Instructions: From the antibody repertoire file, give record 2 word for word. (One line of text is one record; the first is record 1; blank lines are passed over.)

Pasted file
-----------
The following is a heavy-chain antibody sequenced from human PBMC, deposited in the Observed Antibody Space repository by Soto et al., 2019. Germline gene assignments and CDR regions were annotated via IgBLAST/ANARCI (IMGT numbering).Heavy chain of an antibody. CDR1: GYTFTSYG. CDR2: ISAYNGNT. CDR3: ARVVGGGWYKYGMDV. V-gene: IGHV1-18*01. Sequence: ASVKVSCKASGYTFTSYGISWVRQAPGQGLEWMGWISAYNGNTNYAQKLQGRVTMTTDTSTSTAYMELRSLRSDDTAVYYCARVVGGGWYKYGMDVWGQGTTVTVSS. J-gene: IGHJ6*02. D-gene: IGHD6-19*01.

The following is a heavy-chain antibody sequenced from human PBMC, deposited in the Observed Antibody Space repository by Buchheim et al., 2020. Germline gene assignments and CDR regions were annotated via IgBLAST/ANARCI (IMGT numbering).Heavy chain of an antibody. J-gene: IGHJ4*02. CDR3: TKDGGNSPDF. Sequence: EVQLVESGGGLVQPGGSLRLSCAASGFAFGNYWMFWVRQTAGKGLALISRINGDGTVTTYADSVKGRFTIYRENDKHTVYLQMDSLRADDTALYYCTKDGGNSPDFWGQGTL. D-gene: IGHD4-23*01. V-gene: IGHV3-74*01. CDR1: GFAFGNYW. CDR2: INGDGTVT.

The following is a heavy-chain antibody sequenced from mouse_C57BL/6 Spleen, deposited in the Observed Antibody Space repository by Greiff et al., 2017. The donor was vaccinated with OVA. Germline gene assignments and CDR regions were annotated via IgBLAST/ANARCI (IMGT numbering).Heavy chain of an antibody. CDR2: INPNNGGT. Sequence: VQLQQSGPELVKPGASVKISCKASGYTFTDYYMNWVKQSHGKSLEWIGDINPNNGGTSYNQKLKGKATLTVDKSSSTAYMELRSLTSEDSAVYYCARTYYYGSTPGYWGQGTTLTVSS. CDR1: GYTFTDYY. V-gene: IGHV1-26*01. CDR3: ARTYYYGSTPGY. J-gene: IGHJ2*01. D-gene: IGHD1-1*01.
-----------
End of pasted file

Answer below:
The following is a heavy-chain antibody sequenced from human PBMC, deposited in the Observed Antibody Space repository by Buchheim et al., 2020. Germline gene assignments and CDR regions were annotated via IgBLAST/ANARCI (IMGT numbering).Heavy chain of an antibody. J-gene: IGHJ4*02. CDR3: TKDGGNSPDF. Sequence: EVQLVESGGGLVQPGGSLRLSCAASGFAFGNYWMFWVRQTAGKGLALISRINGDGTVTTYADSVKGRFTIYRENDKHTVYLQMDSLRADDTALYYCTKDGGNSPDFWGQGTL. D-gene: IGHD4-23*01. V-gene: IGHV3-74*01. CDR1: GFAFGNYW. CDR2: INGDGTVT.